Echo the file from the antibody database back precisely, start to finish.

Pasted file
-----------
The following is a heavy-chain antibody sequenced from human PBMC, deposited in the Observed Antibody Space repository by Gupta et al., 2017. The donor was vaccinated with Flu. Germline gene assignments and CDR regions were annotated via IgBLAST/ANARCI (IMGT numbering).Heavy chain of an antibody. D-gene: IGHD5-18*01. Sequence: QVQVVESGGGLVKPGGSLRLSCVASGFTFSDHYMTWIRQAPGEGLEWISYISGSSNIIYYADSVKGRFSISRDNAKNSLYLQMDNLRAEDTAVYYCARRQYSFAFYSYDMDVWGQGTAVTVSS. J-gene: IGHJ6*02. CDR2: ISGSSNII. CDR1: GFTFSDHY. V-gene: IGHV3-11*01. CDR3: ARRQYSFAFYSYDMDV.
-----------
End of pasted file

The following is a heavy-chain antibody sequenced from human PBMC, deposited in the Observed Antibody Space repository by Gupta et al., 2017. The donor was vaccinated with Flu. Germline gene assignments and CDR regions were annotated via IgBLAST/ANARCI (IMGT numbering).Heavy chain of an antibody. D-gene: IGHD5-18*01. Sequence: QVQVVESGGGLVKPGGSLRLSCVASGFTFSDHYMTWIRQAPGEGLEWISYISGSSNIIYYADSVKGRFSISRDNAKNSLYLQMDNLRAEDTAVYYCARRQYSFAFYSYDMDVWGQGTAVTVSS. J-gene: IGHJ6*02. CDR2: ISGSSNII. CDR1: GFTFSDHY. V-gene: IGHV3-11*01. CDR3: ARRQYSFAFYSYDMDV.